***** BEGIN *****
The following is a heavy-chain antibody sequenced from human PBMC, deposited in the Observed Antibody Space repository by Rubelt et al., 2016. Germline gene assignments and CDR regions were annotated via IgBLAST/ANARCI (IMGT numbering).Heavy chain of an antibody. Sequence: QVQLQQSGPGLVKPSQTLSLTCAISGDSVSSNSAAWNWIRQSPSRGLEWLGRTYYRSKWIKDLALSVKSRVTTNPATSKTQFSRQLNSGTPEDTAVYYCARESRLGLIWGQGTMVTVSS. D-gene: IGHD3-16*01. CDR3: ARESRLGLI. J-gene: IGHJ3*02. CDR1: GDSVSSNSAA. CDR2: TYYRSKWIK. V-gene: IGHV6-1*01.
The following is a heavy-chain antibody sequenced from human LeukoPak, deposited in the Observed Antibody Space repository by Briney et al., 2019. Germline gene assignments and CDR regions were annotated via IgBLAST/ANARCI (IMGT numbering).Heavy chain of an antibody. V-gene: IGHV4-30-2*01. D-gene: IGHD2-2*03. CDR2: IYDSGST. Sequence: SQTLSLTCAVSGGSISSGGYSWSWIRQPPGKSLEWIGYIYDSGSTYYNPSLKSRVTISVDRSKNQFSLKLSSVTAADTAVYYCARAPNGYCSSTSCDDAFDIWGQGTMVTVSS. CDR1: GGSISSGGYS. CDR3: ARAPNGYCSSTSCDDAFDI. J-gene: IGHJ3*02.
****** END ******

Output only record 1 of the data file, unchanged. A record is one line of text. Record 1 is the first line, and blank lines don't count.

The following is a heavy-chain antibody sequenced from human PBMC, deposited in the Observed Antibody Space repository by Rubelt et al., 2016. Germline gene assignments and CDR regions were annotated via IgBLAST/ANARCI (IMGT numbering).Heavy chain of an antibody. Sequence: QVQLQQSGPGLVKPSQTLSLTCAISGDSVSSNSAAWNWIRQSPSRGLEWLGRTYYRSKWIKDLALSVKSRVTTNPATSKTQFSRQLNSGTPEDTAVYYCARESRLGLIWGQGTMVTVSS. D-gene: IGHD3-16*01. CDR3: ARESRLGLI. J-gene: IGHJ3*02. CDR1: GDSVSSNSAA. CDR2: TYYRSKWIK. V-gene: IGHV6-1*01.